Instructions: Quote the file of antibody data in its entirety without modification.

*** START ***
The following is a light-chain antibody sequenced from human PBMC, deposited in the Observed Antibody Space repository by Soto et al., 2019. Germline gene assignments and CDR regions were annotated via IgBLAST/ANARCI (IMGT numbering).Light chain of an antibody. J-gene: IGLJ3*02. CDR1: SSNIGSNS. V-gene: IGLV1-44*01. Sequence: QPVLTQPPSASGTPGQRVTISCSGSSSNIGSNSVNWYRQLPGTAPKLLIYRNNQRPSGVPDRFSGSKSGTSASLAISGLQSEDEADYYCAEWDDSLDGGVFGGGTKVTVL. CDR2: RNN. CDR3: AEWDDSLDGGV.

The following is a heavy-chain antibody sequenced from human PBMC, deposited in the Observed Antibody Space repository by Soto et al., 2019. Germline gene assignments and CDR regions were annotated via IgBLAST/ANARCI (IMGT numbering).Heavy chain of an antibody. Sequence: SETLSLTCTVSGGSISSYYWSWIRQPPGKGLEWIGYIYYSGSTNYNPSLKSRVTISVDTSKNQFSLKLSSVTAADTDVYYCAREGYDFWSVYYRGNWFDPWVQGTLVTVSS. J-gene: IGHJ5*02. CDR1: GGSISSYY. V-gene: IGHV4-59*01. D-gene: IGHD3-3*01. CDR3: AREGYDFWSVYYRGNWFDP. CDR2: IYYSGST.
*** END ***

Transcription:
The following is a light-chain antibody sequenced from human PBMC, deposited in the Observed Antibody Space repository by Soto et al., 2019. Germline gene assignments and CDR regions were annotated via IgBLAST/ANARCI (IMGT numbering).Light chain of an antibody. J-gene: IGLJ3*02. CDR1: SSNIGSNS. V-gene: IGLV1-44*01. Sequence: QPVLTQPPSASGTPGQRVTISCSGSSSNIGSNSVNWYRQLPGTAPKLLIYRNNQRPSGVPDRFSGSKSGTSASLAISGLQSEDEADYYCAEWDDSLDGGVFGGGTKVTVL. CDR2: RNN. CDR3: AEWDDSLDGGV.

The following is a heavy-chain antibody sequenced from human PBMC, deposited in the Observed Antibody Space repository by Soto et al., 2019. Germline gene assignments and CDR regions were annotated via IgBLAST/ANARCI (IMGT numbering).Heavy chain of an antibody. Sequence: SETLSLTCTVSGGSISSYYWSWIRQPPGKGLEWIGYIYYSGSTNYNPSLKSRVTISVDTSKNQFSLKLSSVTAADTDVYYCAREGYDFWSVYYRGNWFDPWVQGTLVTVSS. J-gene: IGHJ5*02. CDR1: GGSISSYY. V-gene: IGHV4-59*01. D-gene: IGHD3-3*01. CDR3: AREGYDFWSVYYRGNWFDP. CDR2: IYYSGST.